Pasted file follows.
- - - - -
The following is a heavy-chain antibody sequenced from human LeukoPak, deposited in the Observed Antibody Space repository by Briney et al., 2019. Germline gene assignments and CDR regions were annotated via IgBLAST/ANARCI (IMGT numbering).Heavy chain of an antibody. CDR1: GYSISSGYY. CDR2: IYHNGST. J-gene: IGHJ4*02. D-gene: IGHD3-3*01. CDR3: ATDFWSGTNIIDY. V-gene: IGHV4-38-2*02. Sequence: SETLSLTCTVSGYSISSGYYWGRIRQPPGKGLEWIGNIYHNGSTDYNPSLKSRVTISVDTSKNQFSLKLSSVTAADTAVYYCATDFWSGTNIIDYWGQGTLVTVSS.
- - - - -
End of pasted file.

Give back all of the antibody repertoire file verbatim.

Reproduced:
The following is a heavy-chain antibody sequenced from human LeukoPak, deposited in the Observed Antibody Space repository by Briney et al., 2019. Germline gene assignments and CDR regions were annotated via IgBLAST/ANARCI (IMGT numbering).Heavy chain of an antibody. CDR1: GYSISSGYY. CDR2: IYHNGST. J-gene: IGHJ4*02. D-gene: IGHD3-3*01. CDR3: ATDFWSGTNIIDY. V-gene: IGHV4-38-2*02. Sequence: SETLSLTCTVSGYSISSGYYWGRIRQPPGKGLEWIGNIYHNGSTDYNPSLKSRVTISVDTSKNQFSLKLSSVTAADTAVYYCATDFWSGTNIIDYWGQGTLVTVSS.